Day 19 - Corvins' Castle & Sibiu, Romania

We left Timisoara as late as possible taking advantage of the 11am check out time. We all wished we had one more night in this very real Romanian city. We have several one night stays during our time in Romania. I never enjoy just one night but it seemed the best way to experience as much as Romania as possible given we have to come home eventually. Romania is pretty far out of the way and realistically, we might not make it here again.

Our first stop today was Corvins' Castle located in a small town between Timisoara and Sibiu. The castle had a long bridge over the old moat to its grand entrance. The exterior was what many people would call the perfect castle. We enjoyed the many staircases, rooms, and passages to other parts of the castle. We were allowed to explore most parts of the castle. There were so many stairs up and down to the various levels. What a great stop!

We traveled another hour or so to the cute town of Sibiu. This town is known for its many building with "eyes". The eye windows provided ventilation back in the day. I had fun taking pictures of the many "eyes" around town.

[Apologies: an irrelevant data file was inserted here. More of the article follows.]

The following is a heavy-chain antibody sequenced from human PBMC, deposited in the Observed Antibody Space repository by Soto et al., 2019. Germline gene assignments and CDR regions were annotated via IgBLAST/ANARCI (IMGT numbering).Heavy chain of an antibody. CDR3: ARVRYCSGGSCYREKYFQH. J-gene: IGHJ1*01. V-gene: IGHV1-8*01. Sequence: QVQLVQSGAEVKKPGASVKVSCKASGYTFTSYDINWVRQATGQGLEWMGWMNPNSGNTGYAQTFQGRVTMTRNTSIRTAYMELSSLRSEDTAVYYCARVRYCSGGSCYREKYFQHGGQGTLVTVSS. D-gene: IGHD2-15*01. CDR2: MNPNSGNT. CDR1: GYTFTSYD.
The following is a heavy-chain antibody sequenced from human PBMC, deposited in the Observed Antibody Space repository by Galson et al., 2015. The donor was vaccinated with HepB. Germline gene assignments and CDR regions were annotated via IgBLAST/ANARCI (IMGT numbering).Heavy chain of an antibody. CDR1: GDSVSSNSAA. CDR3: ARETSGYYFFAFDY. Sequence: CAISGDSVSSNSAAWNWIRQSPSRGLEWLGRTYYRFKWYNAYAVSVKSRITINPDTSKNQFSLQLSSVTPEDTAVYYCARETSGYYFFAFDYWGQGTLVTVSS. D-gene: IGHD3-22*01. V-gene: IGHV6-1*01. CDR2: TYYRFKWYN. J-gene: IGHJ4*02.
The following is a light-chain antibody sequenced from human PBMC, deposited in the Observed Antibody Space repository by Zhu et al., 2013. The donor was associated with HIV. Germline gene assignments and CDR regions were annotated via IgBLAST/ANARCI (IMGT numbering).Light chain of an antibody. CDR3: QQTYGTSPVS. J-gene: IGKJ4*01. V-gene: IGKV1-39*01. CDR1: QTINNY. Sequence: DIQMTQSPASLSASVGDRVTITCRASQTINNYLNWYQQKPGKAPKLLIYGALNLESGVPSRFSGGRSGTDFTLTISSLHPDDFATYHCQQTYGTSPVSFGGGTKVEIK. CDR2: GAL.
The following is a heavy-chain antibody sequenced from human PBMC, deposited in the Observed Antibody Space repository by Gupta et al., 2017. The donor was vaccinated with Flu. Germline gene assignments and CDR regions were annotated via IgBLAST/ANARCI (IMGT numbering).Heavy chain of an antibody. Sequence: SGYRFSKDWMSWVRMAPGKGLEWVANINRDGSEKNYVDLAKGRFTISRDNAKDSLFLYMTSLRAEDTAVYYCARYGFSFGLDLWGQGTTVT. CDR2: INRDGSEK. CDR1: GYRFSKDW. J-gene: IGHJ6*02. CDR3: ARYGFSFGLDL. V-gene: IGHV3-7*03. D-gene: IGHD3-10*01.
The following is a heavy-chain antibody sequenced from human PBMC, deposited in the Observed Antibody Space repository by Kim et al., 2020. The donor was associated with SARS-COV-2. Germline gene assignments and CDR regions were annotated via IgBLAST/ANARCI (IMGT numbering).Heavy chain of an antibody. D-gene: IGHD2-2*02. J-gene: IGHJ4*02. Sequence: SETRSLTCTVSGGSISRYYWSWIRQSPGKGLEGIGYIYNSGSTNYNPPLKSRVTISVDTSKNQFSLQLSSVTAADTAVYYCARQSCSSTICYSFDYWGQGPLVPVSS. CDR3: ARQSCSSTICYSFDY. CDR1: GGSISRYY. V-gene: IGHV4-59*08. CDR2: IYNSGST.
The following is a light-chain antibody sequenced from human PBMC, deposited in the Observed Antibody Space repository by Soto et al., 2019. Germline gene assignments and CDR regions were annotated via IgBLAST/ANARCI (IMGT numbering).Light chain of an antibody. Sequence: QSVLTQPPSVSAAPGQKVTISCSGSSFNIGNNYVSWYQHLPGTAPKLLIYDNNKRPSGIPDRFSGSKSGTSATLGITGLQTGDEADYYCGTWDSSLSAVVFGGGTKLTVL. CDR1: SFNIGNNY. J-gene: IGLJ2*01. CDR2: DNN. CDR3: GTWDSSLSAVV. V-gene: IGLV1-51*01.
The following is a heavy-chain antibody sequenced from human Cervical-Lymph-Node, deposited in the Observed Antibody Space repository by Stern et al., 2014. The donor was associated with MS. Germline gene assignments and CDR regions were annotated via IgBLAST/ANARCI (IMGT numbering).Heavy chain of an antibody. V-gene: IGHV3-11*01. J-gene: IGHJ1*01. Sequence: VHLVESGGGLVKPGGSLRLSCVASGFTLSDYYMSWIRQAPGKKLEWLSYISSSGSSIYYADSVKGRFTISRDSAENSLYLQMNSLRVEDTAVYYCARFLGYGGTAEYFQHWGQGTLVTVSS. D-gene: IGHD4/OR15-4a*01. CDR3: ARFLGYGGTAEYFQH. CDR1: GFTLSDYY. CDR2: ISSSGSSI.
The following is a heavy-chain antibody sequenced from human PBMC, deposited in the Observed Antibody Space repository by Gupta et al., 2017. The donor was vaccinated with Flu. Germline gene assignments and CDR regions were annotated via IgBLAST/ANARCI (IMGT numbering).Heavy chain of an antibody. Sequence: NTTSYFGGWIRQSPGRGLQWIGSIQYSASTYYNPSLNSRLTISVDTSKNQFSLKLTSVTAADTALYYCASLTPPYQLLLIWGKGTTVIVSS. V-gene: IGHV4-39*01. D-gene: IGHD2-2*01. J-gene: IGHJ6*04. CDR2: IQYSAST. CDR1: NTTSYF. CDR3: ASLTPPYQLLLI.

This time, our apartment was two bedrooms with a giant kitchen and living room. Here is what just over $60 gets you in Sibiu. Good air conditioning too!

We wandered the town, took loads of pictures, had some gelato, and climbed a couple of old watch towers along a portion of a remaining city wall.

Dinner was at a cute place right outside of our apartment. We enjoyed drinks, a couple pasta dishes and a curry dish. Very yummy!

I went for another walk around the town as the sun set and admired the architecture and the busy crowds who always seem to come out to wander during the cool nights.

Day 20 - Sibiu, Balea Lake, and the Transfagarasan Highway

We had a fancy breakfast in the main part of Sibiu. Yummy poached eggs on toast with various toppings. We are really enjoying how affordable the restaurants are in eastern Europe.

I climbed the Council Tower and had our last looks at this cute town.

We hit the road and made it to the famous Transfagarasan Highway. This road is known for being one of the top driving roads in the world and was a big bucket list destination for DH. The curves were incredible as we made our way to Balea Lake at the top.

Balea Lake was beautiful in a very unique way. We spent about an hour hiking around and taking pictures.

Local cheese and meats being sold all along the highway.

The fog cleared on the other side of the mountain and we were still pleased with the 70 degree temperatures. Felt so good to be relatively cool! The drive became more rough and bumpy and we traveled down the mountain. The landscape looked an awful lot like Oregon! We stopped again at an impressive dam.

The kids still manage to sleep even in the most curvy and rough road conditions.